Blinded to the astonishment of a thousand spectators by the force of the footlights, [Derek] Jacobi realised he'd dried. Dried completely. It wasn't like he'd forgotten the words. It was like he'd never known them.

Conjugation

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Derived terms

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Translations

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The translations below need to be checked and inserted above into the appropriate translation tables. See instructions at Wiktionary:Entry layout § Translations.

See also

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Anagrams

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Albanian

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Alternative forms

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Etymology

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From Proto-Albanian *drūna, from the same root as dru. Cognate to Sanskrit द्रुणा (druṇā, bow), Persian درونه (rainbow).[1]

Noun

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dry m (plural dryna, definite dryni, definite plural drynat)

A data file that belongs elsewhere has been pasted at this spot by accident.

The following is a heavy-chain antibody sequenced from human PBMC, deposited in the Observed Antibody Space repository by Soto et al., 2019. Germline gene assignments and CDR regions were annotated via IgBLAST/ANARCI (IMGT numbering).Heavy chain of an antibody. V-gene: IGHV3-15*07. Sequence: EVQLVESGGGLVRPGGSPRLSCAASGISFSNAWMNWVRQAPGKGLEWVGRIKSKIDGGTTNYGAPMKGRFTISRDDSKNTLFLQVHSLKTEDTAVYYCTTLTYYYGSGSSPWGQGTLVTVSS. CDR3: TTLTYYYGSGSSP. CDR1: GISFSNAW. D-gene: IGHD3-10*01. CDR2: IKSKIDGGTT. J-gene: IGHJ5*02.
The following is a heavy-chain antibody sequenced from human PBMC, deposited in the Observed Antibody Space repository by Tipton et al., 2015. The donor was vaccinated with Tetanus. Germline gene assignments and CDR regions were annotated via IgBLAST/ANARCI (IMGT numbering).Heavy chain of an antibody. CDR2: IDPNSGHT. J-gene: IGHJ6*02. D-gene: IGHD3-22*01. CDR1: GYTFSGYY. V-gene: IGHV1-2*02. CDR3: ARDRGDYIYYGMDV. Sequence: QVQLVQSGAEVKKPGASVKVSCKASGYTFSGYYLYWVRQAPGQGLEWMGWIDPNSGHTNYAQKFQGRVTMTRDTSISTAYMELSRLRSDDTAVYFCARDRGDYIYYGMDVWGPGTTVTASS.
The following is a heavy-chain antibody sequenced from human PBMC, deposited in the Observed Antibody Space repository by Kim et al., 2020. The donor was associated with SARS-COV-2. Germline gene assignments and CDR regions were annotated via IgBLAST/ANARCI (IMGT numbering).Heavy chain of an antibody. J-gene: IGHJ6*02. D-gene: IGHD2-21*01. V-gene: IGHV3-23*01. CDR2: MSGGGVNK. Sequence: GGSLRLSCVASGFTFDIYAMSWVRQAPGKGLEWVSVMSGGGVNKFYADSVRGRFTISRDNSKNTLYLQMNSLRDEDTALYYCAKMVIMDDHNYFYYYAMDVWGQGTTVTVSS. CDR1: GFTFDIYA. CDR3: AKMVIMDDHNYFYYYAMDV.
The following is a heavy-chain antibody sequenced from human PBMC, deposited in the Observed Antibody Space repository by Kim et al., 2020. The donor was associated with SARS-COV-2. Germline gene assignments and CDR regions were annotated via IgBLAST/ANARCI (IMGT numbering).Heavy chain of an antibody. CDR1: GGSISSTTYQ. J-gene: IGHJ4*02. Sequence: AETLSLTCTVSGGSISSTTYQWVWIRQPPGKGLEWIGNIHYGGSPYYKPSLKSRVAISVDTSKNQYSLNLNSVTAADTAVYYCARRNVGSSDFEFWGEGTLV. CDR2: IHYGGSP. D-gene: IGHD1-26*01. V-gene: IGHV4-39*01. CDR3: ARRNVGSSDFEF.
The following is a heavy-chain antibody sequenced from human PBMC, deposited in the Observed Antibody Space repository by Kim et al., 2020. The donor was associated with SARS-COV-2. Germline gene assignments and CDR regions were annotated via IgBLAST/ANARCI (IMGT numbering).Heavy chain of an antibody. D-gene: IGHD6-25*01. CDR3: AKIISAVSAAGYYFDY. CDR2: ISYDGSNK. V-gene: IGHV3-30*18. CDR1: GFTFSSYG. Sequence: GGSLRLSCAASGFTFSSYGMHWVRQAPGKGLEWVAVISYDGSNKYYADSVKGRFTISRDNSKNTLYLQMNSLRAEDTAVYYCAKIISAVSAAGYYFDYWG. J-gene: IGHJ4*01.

1. lock, bolt

Declension

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References

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  1. ^ Orel, Vladimir E. (1998) “dry”, in Albanian Etymological Dictionary, Leiden, Boston, Köln: Brill, →ISBN, page 77

Chinese

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Etymology

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(This etymology is missing or incomplete. Please add to it, or discuss it at the Etymology scriptorium. Particularly: “From English dry "lacking interest, boring" or by some interpretation of wet "to go clubbing"?”)

Pronunciation

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  • IPA(key): /t͡ʃɹaːi̯⁵⁵/

Adjective

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dry (Hong Kong Cantonese)